Neurofeedback vs Biofeedback


Have you been hearing more people talk about Biofeedback vs. Neurofeedback lately? Do you know someone who has tried it? So many people are wondering what is the difference between biofeedback and neurofeedback? Or they wonder is biofeedback and neurofeedback the same thing?

Back to Basics

Let us review the basics of these therapies as treatments. First, think of Biofeedback as an umbrella term. “Sweets” can be an umbrella term for cookies, candies, cakes, or pastries. “Biofeedback” can be an umbrella term for respiratory, heart rate, muscle contraction, or brain wave feedback. In the most general terms, Biofeedback is the act of receiving feedback from your body via a visual, auditory, and touch response.

The Similarities Between Neurofeedback and Biofeedback

Biofeedback is a technique to learn to control some of your body’s functions. Biofeedback therapy works by increasing awareness of your mind’s interaction with your body. The more you become aware of adjusting states of arousal, it improves your ability to respond to stress and mental activity. You can learn the patterns contributing to your symptoms by monitoring automatic functions. Then you can train or practice how to get voluntary control of that function and make changes to those symptoms. This may include gaining voluntary control over heart rate, muscle tension, blood flow, pain perception, and blood pressure.

Like biofeedback, neurofeedback addresses problems that worsen from stress and brain deregulation. These problems include anxiety-depression spectrum disorders, attention deficits, behavioral disorders, sleep disorders, headaches and migraines, PMS, and emotional disturbances.

The Differences Between Neurofeedback and Biofeedback

An example of Respiratory biofeedback involves wearing sensor bands around the chest and abdomen. The sensors monitor breathing rates and patterns. With training, people can learn to have greater control over their breathing rates, which can help in various situations, including when experiencing anxiety.

Neurofeedback is one modality of Biofeedback, the type of Biofeedback, involving our brain. Neurofeedback shows brain wave activity through a neurofeedback EEG. An EEG, or electroencephalogram, is a test that detects electrical activity in your brain using small, metal discs (electrodes) attached to your scalp. This activity shows up as wavy lines on an EEG recording. This feedback helps to see the patterns. Then, as we become more conscious of those patterns, it enables us to make positive changes. These changes then result in a reduction of symptoms.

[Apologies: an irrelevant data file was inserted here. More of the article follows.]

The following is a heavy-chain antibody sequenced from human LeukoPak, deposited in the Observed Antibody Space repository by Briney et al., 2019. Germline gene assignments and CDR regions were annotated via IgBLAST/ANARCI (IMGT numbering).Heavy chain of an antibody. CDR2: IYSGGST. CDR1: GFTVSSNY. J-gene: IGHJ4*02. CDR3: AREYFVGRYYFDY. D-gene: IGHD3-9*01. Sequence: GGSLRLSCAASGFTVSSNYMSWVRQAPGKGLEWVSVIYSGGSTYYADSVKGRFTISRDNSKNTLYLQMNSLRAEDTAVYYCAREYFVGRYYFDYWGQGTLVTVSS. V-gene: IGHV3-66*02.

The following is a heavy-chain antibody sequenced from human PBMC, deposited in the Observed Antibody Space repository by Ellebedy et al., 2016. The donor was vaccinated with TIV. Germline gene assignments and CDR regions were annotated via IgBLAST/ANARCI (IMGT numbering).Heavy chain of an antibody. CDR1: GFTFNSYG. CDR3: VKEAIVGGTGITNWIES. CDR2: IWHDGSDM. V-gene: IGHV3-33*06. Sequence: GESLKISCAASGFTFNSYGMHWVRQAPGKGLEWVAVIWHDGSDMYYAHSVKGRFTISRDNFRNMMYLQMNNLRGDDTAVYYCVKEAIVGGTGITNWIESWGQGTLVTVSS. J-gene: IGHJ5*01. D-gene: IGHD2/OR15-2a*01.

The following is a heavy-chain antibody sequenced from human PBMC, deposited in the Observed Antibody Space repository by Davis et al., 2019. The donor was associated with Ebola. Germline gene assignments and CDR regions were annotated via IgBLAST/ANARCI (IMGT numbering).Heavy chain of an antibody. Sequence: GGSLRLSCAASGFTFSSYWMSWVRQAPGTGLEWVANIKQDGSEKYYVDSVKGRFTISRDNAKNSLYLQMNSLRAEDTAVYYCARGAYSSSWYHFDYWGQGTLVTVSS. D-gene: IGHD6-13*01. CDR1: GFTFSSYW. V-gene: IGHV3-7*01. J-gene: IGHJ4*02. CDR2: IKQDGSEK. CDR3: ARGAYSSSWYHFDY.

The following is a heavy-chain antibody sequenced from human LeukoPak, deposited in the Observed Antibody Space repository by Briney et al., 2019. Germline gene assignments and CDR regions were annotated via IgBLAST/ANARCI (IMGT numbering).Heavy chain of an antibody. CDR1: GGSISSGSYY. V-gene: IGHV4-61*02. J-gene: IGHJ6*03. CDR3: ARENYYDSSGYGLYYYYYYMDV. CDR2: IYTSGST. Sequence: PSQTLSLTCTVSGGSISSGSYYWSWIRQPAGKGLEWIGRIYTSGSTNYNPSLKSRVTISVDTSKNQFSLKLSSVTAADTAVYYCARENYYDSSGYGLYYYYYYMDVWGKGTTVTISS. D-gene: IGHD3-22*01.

An example of Neurofeedback for the treatment of anxiety is looking for patterns of overactivity, which keeps your brain in a constant state of fight or flight response. Noting this overreaction through feedback you can use it to teach your brain cells how to calm down. As your brain cells become less reactive, you’ll be able to separate good experiences from negative situations and feel less compelled to live in a constant state of flight or fight response. Therefore, Neurofeedback vs biofeedback therapy for anxiety is like homing in on the brain’s activity producing those specific symptoms.Neurofeedback vs. Biofeedback targets your brain’s natural ability to learn new things. These new ways help heal and retrain your mind. Looking at your brain wave activity and learning new patterns allows you to alter your brain activity the same way you know every other skill: through feedback and practice.

Neurofeedback vs Biofeedback Summary

To summarize biofeedback vs. neurofeedback, both are sources of feedback. However, they are different in the specific body area they are getting feedback. Neurofeedback focuses on learning the activity patterns of the brain and making changes to that activity through new practices.

The idea behind any biofeedback is that by harnessing the power of your mind, you become more aware of what’s going on inside your body, which can help you gain more control over your health.

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